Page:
Experimentally, repetitively, reversibly switching the state of Ge2Sb2Te5 embedded in the proposed MDM structure may sound challenging, since many noble metals are known to diffuse into Ge2Sb2Te5 at the high temperatures and this may limit the cycleability of the devices , such that the back and forth phase transition may collapse the structure, hence mixing the MDM trilayer. To solve this problem, we suggest that a future design, with improved cycleability, should include a diffusion barrier between the Ge2Sb2Te5 and Au nano strips. Or alternatively, new phase change materials, that may switch between two crystalline states without melting, such as interfacial phase change materials (IPCMs), should be used .
A finite-width MDM strip represents a plasmonic resonator, in which the counter propagating SPPs at the top and bottom metal-dielectric interfaces are efficiently reflected by the ends of the strip. It can form a resonant standing-wave pattern hence localizing the light within the dielectric interlayer when the counter-propagating SPPs interfere constructively. The resonance condition is given by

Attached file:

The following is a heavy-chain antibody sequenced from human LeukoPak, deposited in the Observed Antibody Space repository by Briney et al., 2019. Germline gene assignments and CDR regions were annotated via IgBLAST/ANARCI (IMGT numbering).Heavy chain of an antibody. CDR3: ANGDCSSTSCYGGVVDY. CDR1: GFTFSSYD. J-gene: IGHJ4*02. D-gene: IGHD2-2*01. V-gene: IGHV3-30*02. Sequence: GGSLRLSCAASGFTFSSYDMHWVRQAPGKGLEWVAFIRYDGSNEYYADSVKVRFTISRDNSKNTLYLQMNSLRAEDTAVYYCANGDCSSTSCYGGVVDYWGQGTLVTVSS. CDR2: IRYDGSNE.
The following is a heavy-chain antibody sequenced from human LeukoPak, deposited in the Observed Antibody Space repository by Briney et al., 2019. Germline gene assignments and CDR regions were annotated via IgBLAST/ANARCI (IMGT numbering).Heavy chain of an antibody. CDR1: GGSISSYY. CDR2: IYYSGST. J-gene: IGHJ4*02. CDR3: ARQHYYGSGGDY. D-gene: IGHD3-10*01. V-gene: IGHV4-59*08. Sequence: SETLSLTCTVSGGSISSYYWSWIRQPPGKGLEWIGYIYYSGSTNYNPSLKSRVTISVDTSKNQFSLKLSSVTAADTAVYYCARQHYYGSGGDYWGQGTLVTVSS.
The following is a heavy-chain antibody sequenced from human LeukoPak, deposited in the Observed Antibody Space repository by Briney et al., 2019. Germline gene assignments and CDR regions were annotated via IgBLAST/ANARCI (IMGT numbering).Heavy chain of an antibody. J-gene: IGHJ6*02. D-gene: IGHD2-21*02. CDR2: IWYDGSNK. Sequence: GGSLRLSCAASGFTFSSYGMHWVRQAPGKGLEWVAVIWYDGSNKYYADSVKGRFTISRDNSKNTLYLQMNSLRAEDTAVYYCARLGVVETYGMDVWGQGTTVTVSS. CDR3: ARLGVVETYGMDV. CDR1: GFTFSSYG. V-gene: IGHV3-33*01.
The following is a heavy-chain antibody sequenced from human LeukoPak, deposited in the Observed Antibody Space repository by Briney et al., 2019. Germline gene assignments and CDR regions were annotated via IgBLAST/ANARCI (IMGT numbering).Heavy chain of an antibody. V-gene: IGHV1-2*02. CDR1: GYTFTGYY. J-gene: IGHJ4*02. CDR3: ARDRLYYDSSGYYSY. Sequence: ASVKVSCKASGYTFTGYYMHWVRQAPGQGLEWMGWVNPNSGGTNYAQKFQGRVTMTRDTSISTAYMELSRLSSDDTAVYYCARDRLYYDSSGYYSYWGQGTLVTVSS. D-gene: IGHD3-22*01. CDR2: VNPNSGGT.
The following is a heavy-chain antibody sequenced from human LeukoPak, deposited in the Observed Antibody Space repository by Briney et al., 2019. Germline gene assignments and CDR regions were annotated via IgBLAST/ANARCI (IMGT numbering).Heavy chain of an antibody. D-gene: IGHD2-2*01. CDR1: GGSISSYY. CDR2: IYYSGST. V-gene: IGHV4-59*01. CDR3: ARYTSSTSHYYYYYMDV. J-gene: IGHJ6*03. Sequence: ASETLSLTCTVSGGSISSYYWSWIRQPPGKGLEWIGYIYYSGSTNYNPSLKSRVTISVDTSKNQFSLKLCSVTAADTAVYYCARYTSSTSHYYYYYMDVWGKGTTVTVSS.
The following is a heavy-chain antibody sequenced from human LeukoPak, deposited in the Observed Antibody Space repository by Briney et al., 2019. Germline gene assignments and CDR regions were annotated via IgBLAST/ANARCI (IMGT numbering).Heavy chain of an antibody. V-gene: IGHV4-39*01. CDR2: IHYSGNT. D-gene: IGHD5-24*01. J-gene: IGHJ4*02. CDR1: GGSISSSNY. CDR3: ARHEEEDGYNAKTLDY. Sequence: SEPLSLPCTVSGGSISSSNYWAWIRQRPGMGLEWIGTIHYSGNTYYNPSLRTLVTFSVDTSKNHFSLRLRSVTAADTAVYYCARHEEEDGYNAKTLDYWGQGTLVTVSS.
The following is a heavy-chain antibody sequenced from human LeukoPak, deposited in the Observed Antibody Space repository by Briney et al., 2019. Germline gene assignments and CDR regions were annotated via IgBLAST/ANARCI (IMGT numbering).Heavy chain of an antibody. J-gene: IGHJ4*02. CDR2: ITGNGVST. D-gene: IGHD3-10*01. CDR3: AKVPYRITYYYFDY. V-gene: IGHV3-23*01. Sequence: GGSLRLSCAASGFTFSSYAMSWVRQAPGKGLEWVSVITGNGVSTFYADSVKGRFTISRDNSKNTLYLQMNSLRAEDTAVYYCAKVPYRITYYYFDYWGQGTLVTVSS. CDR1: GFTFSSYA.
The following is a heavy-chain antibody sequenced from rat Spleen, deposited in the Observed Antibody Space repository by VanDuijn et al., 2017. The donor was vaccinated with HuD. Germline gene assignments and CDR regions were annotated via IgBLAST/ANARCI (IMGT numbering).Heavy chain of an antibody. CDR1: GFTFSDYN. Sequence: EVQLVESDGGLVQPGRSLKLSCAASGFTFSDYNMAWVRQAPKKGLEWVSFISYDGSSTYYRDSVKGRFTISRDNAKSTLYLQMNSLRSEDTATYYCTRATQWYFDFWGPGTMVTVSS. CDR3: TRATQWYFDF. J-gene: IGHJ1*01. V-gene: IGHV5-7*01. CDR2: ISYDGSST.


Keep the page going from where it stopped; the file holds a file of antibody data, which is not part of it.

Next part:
where is the wave vector of the incident light, the effective refractive index of the amorphous MDM strip, w the width of the strip, m an integer, and φ a phase acquired upon reflection of the internal SPPs at the end of the strip [7,16,34]. Considering the properties of the SPPs modes supported by an amorphous Ge2Sb2Te5 dielectric layer () sandwiched by Au layers at the excitation wavelength of 2000 nm, is 4.6 derived from the explicit dispersion relation . The w is then calculated to be 230 0nm using Eq. (1), where m = 1 and φ = 0.06π for a first-order resonance. The structure is simulated by a commercial software (Lumerical FDTD Solutions), which is based on Finite Difference Time Domain (FDTD) method. The uniform FDTD mesh size is adopted, the mesh size is the same along all Cartesian axes: Δx = Δy = 2 nm, which is sufficient to minimize the numerical errors arising from the FDTD method. The computational domain has perfectly matched layers (PMLs) and absorbing boundaries in all directions.
3. Results and discussions